• Peter Calabrese

            It is not a quesiton of opinion. Pro choicers can have all the opinions they want but it is the Catechism that clearly states abortion is an intrinsic moral evil. Former Speaker Pelosi can wax eloquently about varying penalties for abortion an debates about ensoulment but the Catholic Church has NEVER said abortion was a moral good. The Church has not changed on racism. Maybe some people turned a blind eye, maybe according to certain times treatment of people’s was not what it should have been but it was never Catholic doctrine that it was OK to hate someone because of their race. Besides it is not a question of what may or may not be in the future – teh quesiton is isn the here and now and anyone who says the butchering of little babies is a human or civil right is a dissenting Catholic. The opinion that it might change does not change what they are dissenting Catholics, who are heterodox in regard to the protection of human life.

          • Korou

            Clearly you and I have a difference of opinion about the importance of a difference of opinion. And saying that it was never Catholic doctrine to hate a person because of their race rather neatly ignores the fact that it was not Catholic doctrine not to – or to oppose those who did.

          • Peter Calabrese

            Really? I am not sure which catechism you have been reading or whcih Denzinger you are using for the history of Catholic Doctrine. Interestingly enough one of the few excommunications in the United States ever issued for political issues was over refusal to integrate schools. All of this however is merely smokescreen to teh fact taht pro-choice position calls butchering babies a human and civil right. This has been contrary to Christian thinking forever and is already explicit in the Didache.

          • ed

            mr. korou seems to be profoundly ignorant of the catholic faith.
            other than pointing out his or her errors in logic, history and his or her profound ignorance, it probably serves little purpose to engage his or her profoundly ignorant statements as though they merited a response.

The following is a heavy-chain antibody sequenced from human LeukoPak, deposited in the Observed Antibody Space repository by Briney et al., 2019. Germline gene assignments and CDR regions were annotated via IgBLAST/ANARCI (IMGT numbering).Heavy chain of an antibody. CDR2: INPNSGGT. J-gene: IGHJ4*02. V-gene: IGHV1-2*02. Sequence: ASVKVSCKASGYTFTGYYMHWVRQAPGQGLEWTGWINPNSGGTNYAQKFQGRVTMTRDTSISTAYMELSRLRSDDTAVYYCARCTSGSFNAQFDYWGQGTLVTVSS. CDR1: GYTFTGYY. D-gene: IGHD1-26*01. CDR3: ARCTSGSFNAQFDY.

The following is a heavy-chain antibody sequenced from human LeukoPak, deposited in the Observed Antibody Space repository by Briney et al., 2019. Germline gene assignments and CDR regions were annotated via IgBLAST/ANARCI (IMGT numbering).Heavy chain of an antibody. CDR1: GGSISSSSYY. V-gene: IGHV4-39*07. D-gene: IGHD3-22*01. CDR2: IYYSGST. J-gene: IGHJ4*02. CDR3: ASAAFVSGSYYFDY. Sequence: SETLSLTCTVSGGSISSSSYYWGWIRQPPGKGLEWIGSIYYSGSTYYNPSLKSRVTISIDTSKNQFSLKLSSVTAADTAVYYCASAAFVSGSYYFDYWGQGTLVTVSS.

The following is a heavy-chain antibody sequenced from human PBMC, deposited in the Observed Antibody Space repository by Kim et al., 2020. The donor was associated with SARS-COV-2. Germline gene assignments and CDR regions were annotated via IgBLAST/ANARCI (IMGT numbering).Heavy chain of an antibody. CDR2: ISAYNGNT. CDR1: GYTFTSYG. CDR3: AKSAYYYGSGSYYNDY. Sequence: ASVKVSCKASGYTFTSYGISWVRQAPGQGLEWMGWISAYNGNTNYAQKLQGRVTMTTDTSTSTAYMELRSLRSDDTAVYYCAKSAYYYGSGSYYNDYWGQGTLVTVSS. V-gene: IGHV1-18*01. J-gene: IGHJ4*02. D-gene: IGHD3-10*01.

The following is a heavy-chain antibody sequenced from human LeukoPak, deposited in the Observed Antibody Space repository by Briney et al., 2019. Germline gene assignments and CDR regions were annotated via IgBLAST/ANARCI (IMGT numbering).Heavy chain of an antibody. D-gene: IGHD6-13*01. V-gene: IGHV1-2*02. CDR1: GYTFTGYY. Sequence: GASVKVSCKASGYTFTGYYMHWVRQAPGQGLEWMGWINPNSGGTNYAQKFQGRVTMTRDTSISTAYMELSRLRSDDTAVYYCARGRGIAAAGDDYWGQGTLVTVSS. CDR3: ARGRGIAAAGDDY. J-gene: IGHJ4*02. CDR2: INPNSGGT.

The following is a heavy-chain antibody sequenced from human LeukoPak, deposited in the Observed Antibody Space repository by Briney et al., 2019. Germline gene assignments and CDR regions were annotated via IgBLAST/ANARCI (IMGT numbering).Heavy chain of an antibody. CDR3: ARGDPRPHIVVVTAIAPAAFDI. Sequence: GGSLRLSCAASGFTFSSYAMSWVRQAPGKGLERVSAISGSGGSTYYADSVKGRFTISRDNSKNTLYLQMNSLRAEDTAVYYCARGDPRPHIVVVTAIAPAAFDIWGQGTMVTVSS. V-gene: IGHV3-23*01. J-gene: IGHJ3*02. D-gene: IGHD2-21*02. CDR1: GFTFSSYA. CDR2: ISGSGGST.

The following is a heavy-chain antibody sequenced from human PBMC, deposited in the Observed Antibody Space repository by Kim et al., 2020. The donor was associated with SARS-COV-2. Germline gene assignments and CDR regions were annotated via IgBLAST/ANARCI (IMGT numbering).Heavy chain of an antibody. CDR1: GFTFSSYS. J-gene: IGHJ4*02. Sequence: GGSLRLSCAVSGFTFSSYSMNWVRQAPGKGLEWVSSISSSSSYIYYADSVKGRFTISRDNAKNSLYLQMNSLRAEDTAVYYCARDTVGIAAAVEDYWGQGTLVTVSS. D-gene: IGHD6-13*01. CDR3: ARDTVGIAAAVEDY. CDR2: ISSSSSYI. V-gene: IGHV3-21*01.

• Korou

            Besides which, maybe the University is quite sensibly inviting Toure so that an outside voice can be heard, representing all of the people who do believe in pro-choice arguments. Which sounds quite sensible to me.

          • Peter Calabrese

            Do you invite racists to give unopposed speeches to get other points of view? Will there be a speaker promoting the security benefits of waterboarding next month? I should hope not – I am against torture as well! I can see inviting pro-choice people when there will be an equally illustrious and eloquent pro-life person on the same stage to present the Catholic view in a panel type situation. That could be considered academic dialogue, perhaps. It makes no sense to let a baby killer have unopposed access to university students at a Catholic institution, especially a celebrity. Now if he wants to come and debate Mary Ann Glendon or Fr. Frank Pavone then I would see it as an academic exercise offering various points of view. This is just inviting a pro-death celebrity to get his evil talking points in has no place in a Catholic institution.

          • Korou

            Thanks for admitting that you would be happy to invite a pro-choice person if it meant opening up a dialogue. That could be exactly what’s happening. It seems our views aren’t so far apart after all!